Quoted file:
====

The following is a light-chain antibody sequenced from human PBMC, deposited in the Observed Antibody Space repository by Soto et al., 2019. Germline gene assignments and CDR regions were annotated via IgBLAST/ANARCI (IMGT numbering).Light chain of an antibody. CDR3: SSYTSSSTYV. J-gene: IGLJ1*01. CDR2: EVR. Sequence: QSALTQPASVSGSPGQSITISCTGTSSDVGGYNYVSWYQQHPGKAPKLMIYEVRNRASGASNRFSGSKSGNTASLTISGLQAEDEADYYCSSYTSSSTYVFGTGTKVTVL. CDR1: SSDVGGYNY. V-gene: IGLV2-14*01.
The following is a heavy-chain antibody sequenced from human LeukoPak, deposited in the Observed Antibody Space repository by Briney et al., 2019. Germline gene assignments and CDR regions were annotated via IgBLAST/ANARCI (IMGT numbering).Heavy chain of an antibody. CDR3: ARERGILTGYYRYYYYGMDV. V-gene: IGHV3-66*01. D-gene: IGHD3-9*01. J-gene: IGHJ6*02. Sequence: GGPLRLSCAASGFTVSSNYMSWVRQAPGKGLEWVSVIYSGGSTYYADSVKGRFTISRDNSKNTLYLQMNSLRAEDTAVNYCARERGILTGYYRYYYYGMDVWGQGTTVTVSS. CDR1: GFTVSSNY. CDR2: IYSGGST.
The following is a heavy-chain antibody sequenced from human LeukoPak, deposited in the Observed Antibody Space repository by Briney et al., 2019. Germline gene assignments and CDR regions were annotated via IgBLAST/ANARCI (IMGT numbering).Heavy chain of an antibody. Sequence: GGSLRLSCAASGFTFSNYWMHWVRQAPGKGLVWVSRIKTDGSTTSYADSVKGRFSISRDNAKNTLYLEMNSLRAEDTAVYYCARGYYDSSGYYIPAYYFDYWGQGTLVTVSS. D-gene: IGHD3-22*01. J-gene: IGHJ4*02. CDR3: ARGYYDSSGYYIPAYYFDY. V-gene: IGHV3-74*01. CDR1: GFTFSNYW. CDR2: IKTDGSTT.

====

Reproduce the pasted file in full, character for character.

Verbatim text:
The following is a light-chain antibody sequenced from human PBMC, deposited in the Observed Antibody Space repository by Soto et al., 2019. Germline gene assignments and CDR regions were annotated via IgBLAST/ANARCI (IMGT numbering).Light chain of an antibody. CDR3: SSYTSSSTYV. J-gene: IGLJ1*01. CDR2: EVR. Sequence: QSALTQPASVSGSPGQSITISCTGTSSDVGGYNYVSWYQQHPGKAPKLMIYEVRNRASGASNRFSGSKSGNTASLTISGLQAEDEADYYCSSYTSSSTYVFGTGTKVTVL. CDR1: SSDVGGYNY. V-gene: IGLV2-14*01.
The following is a heavy-chain antibody sequenced from human LeukoPak, deposited in the Observed Antibody Space repository by Briney et al., 2019. Germline gene assignments and CDR regions were annotated via IgBLAST/ANARCI (IMGT numbering).Heavy chain of an antibody. CDR3: ARERGILTGYYRYYYYGMDV. V-gene: IGHV3-66*01. D-gene: IGHD3-9*01. J-gene: IGHJ6*02. Sequence: GGPLRLSCAASGFTVSSNYMSWVRQAPGKGLEWVSVIYSGGSTYYADSVKGRFTISRDNSKNTLYLQMNSLRAEDTAVNYCARERGILTGYYRYYYYGMDVWGQGTTVTVSS. CDR1: GFTVSSNY. CDR2: IYSGGST.
The following is a heavy-chain antibody sequenced from human LeukoPak, deposited in the Observed Antibody Space repository by Briney et al., 2019. Germline gene assignments and CDR regions were annotated via IgBLAST/ANARCI (IMGT numbering).Heavy chain of an antibody. Sequence: GGSLRLSCAASGFTFSNYWMHWVRQAPGKGLVWVSRIKTDGSTTSYADSVKGRFSISRDNAKNTLYLEMNSLRAEDTAVYYCARGYYDSSGYYIPAYYFDYWGQGTLVTVSS. D-gene: IGHD3-22*01. J-gene: IGHJ4*02. CDR3: ARGYYDSSGYYIPAYYFDY. V-gene: IGHV3-74*01. CDR1: GFTFSNYW. CDR2: IKTDGSTT.